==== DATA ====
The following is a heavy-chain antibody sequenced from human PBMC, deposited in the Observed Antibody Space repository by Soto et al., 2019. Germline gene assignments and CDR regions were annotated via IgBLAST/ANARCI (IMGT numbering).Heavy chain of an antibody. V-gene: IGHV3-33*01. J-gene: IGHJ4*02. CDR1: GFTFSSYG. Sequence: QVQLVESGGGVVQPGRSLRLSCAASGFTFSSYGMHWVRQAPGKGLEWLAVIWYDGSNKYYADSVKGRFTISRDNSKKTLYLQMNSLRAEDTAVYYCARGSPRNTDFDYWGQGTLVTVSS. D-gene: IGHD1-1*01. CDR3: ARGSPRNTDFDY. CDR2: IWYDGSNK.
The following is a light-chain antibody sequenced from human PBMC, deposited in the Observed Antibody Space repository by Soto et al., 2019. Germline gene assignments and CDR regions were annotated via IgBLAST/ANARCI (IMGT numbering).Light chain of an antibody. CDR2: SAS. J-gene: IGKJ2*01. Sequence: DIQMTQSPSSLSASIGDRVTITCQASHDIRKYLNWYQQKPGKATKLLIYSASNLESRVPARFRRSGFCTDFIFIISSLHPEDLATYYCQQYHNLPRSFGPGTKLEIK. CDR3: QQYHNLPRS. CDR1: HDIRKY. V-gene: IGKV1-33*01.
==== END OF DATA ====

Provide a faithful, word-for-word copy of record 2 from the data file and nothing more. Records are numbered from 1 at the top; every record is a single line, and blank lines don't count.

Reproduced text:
The following is a light-chain antibody sequenced from human PBMC, deposited in the Observed Antibody Space repository by Soto et al., 2019. Germline gene assignments and CDR regions were annotated via IgBLAST/ANARCI (IMGT numbering).Light chain of an antibody. CDR2: SAS. J-gene: IGKJ2*01. Sequence: DIQMTQSPSSLSASIGDRVTITCQASHDIRKYLNWYQQKPGKATKLLIYSASNLESRVPARFRRSGFCTDFIFIISSLHPEDLATYYCQQYHNLPRSFGPGTKLEIK. CDR3: QQYHNLPRS. CDR1: HDIRKY. V-gene: IGKV1-33*01.